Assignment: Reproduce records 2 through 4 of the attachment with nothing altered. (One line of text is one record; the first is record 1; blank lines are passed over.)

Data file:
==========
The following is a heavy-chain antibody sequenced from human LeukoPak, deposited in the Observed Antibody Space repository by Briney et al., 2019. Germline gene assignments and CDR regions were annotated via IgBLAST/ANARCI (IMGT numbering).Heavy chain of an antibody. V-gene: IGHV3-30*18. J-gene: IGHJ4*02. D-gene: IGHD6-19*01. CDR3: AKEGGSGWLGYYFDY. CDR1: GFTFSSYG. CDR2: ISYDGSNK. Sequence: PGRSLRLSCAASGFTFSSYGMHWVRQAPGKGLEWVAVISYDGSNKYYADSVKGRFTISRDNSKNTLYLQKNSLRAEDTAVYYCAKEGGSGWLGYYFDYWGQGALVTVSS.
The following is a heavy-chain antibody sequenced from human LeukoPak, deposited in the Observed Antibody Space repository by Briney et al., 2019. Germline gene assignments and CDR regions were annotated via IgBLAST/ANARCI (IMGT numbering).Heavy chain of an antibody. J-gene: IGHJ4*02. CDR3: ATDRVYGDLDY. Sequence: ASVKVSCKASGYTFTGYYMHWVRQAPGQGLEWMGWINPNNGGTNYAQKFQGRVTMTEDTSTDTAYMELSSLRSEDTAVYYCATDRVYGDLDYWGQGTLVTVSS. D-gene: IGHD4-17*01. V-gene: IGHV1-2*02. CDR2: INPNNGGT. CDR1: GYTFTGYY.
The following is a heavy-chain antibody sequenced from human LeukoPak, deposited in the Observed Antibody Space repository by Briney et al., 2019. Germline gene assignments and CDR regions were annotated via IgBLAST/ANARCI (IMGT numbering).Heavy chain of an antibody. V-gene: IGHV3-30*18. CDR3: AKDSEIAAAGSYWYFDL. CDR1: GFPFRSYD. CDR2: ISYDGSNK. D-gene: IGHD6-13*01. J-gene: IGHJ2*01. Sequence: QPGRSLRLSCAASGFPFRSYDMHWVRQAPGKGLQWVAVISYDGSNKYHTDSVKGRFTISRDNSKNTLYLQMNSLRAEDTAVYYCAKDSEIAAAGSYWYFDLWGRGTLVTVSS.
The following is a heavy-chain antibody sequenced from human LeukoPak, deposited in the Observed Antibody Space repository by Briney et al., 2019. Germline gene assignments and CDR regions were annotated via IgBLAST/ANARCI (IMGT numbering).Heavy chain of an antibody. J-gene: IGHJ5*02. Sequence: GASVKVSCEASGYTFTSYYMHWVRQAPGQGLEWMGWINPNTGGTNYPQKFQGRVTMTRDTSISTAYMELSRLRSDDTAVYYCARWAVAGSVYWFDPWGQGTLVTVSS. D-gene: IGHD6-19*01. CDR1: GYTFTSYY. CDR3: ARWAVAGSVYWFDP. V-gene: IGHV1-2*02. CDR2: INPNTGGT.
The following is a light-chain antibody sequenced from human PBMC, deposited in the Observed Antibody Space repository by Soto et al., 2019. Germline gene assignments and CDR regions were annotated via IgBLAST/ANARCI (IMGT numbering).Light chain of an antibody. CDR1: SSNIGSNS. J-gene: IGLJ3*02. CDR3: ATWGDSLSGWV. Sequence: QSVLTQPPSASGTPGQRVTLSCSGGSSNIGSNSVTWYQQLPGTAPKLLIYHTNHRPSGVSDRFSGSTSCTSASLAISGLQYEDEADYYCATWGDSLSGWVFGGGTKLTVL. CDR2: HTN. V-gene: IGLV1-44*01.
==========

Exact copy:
The following is a heavy-chain antibody sequenced from human LeukoPak, deposited in the Observed Antibody Space repository by Briney et al., 2019. Germline gene assignments and CDR regions were annotated via IgBLAST/ANARCI (IMGT numbering).Heavy chain of an antibody. J-gene: IGHJ4*02. CDR3: ATDRVYGDLDY. Sequence: ASVKVSCKASGYTFTGYYMHWVRQAPGQGLEWMGWINPNNGGTNYAQKFQGRVTMTEDTSTDTAYMELSSLRSEDTAVYYCATDRVYGDLDYWGQGTLVTVSS. D-gene: IGHD4-17*01. V-gene: IGHV1-2*02. CDR2: INPNNGGT. CDR1: GYTFTGYY.
The following is a heavy-chain antibody sequenced from human LeukoPak, deposited in the Observed Antibody Space repository by Briney et al., 2019. Germline gene assignments and CDR regions were annotated via IgBLAST/ANARCI (IMGT numbering).Heavy chain of an antibody. V-gene: IGHV3-30*18. CDR3: AKDSEIAAAGSYWYFDL. CDR1: GFPFRSYD. CDR2: ISYDGSNK. D-gene: IGHD6-13*01. J-gene: IGHJ2*01. Sequence: QPGRSLRLSCAASGFPFRSYDMHWVRQAPGKGLQWVAVISYDGSNKYHTDSVKGRFTISRDNSKNTLYLQMNSLRAEDTAVYYCAKDSEIAAAGSYWYFDLWGRGTLVTVSS.
The following is a heavy-chain antibody sequenced from human LeukoPak, deposited in the Observed Antibody Space repository by Briney et al., 2019. Germline gene assignments and CDR regions were annotated via IgBLAST/ANARCI (IMGT numbering).Heavy chain of an antibody. J-gene: IGHJ5*02. Sequence: GASVKVSCEASGYTFTSYYMHWVRQAPGQGLEWMGWINPNTGGTNYPQKFQGRVTMTRDTSISTAYMELSRLRSDDTAVYYCARWAVAGSVYWFDPWGQGTLVTVSS. D-gene: IGHD6-19*01. CDR1: GYTFTSYY. CDR3: ARWAVAGSVYWFDP. V-gene: IGHV1-2*02. CDR2: INPNTGGT.